Most of my life, I have struggled with wanting to belong. To the group of cool kids. To the group of smart kids. To the group of athletic kids. To the group of Christians. To the group of cool, smart, preppy, white Christians.
My parents were the stereotypical Korean American Christian parents. Growing up, we hardly watched TV. My first music video was Tom Petty’s “Last Dance with Mary Jane,” my senior year in high school at a friend’s house. We weren’t allowed to do any sports because they would take away from our studies (although, eventually in late high school we would convince them to let us run cross country). We weren’t allowed to go to sleepovers, parties, or anything generally fun. We weren’t allowed to listen to a certain kind of music.We were at church all day on Sundays. And Wednesday nights. And Friday nights. Sometimes Saturdays. We had dinner together at a set time every night until my parents’ businesses required them to be out later. We had to practice the piano for hours on end each day.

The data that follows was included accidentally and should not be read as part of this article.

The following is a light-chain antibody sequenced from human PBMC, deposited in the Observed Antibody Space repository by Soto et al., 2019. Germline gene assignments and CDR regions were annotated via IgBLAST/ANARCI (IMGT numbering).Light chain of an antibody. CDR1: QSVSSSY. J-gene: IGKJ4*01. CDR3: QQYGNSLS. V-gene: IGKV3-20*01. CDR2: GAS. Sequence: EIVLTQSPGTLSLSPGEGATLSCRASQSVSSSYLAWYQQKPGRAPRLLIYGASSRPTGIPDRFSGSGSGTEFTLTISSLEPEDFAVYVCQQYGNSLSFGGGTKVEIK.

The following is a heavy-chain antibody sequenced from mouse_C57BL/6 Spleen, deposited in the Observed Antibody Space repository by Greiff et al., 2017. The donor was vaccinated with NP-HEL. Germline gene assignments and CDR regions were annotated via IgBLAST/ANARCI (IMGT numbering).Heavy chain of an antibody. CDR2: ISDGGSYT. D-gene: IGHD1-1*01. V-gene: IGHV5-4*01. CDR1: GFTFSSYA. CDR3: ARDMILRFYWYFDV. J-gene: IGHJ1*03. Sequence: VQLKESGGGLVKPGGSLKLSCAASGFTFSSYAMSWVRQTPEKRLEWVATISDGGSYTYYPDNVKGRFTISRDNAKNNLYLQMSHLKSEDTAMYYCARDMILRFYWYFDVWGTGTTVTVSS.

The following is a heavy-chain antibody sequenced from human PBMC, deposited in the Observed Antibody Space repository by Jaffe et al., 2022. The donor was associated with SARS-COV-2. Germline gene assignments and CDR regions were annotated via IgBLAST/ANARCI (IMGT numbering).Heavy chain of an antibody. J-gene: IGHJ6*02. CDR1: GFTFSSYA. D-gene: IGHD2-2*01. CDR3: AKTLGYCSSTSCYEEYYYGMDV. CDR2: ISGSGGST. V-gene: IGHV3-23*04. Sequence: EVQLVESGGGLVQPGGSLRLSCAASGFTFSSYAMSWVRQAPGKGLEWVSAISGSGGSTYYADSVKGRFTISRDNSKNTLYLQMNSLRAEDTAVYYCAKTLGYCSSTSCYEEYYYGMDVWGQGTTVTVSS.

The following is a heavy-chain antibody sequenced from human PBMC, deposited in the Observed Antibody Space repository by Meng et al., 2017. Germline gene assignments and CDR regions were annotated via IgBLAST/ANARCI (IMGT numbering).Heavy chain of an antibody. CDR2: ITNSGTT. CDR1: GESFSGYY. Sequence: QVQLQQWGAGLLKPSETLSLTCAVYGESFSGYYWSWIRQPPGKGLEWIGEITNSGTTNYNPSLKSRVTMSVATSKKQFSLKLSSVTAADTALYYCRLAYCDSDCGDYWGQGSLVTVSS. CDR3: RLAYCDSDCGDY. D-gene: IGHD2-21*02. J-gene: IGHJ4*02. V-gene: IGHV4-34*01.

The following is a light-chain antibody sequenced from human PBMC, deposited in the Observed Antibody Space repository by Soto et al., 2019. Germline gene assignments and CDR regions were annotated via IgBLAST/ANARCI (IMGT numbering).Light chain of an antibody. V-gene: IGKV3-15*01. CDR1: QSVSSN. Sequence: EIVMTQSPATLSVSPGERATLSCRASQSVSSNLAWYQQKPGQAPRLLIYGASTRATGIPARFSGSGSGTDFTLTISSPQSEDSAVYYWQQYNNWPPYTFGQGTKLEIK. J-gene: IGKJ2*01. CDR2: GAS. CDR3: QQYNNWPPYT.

And every time, I would complain and protest.
“Everyone else gets to…!!!”
“This is America! We should be allowed to…!!!”
“It’s normal to…!!!”
To which my parents – mostly my father – would respond, “Be different.”
I hated hearing that phrase. I already felt different enough. I was one of 3 Asian American students in my class. I was the only one in my class with a different sounding name that was easily caricatured and ridiculed. Mee-hoo. Yoo-hoo. (Actually, they are kind of funny now.) I was the only one who was with my family at church from dawn to dusk on Sundays, and the only one who didn’t have cable TV, and the only one who didn’t go to football games. I didn’t want to be different. I wanted to be the same. I wanted to be like everyone else.
Read the rest here.